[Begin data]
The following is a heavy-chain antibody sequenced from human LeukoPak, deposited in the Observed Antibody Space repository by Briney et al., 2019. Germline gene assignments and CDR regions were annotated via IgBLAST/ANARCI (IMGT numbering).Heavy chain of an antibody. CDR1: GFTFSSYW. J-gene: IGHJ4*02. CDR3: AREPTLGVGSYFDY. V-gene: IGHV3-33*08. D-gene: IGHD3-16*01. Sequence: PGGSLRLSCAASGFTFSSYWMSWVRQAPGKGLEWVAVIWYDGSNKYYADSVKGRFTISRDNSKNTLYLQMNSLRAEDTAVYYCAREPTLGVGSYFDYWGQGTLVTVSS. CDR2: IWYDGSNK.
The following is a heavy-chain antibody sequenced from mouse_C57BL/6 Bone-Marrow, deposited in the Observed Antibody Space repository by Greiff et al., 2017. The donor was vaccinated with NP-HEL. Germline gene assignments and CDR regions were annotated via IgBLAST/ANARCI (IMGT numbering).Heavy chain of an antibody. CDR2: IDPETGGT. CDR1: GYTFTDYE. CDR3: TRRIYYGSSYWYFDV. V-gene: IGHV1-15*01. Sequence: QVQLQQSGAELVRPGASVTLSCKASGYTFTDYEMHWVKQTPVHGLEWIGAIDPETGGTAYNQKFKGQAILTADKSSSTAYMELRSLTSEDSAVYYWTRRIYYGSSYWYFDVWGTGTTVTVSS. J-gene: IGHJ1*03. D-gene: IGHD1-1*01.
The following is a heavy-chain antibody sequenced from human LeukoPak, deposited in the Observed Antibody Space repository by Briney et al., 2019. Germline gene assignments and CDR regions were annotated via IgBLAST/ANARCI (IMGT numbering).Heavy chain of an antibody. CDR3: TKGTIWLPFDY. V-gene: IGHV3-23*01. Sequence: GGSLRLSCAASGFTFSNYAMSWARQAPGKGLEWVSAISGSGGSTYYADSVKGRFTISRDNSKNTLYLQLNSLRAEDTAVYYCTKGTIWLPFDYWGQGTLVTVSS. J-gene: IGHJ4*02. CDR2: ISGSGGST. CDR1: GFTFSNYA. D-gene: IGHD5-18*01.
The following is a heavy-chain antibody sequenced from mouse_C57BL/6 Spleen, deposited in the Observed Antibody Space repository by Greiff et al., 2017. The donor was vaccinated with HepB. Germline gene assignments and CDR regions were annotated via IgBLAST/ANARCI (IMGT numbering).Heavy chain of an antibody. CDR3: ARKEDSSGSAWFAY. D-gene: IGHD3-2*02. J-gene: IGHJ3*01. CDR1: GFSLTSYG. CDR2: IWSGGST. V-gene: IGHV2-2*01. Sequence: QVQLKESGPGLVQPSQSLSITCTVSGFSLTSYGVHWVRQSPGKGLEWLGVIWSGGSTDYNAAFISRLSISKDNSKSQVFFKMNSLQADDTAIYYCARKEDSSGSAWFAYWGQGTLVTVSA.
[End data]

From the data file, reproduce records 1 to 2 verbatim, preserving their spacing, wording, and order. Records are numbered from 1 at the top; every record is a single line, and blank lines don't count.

The following is a heavy-chain antibody sequenced from human LeukoPak, deposited in the Observed Antibody Space repository by Briney et al., 2019. Germline gene assignments and CDR regions were annotated via IgBLAST/ANARCI (IMGT numbering).Heavy chain of an antibody. CDR1: GFTFSSYW. J-gene: IGHJ4*02. CDR3: AREPTLGVGSYFDY. V-gene: IGHV3-33*08. D-gene: IGHD3-16*01. Sequence: PGGSLRLSCAASGFTFSSYWMSWVRQAPGKGLEWVAVIWYDGSNKYYADSVKGRFTISRDNSKNTLYLQMNSLRAEDTAVYYCAREPTLGVGSYFDYWGQGTLVTVSS. CDR2: IWYDGSNK.
The following is a heavy-chain antibody sequenced from mouse_C57BL/6 Bone-Marrow, deposited in the Observed Antibody Space repository by Greiff et al., 2017. The donor was vaccinated with NP-HEL. Germline gene assignments and CDR regions were annotated via IgBLAST/ANARCI (IMGT numbering).Heavy chain of an antibody. CDR2: IDPETGGT. CDR1: GYTFTDYE. CDR3: TRRIYYGSSYWYFDV. V-gene: IGHV1-15*01. Sequence: QVQLQQSGAELVRPGASVTLSCKASGYTFTDYEMHWVKQTPVHGLEWIGAIDPETGGTAYNQKFKGQAILTADKSSSTAYMELRSLTSEDSAVYYWTRRIYYGSSYWYFDVWGTGTTVTVSS. J-gene: IGHJ1*03. D-gene: IGHD1-1*01.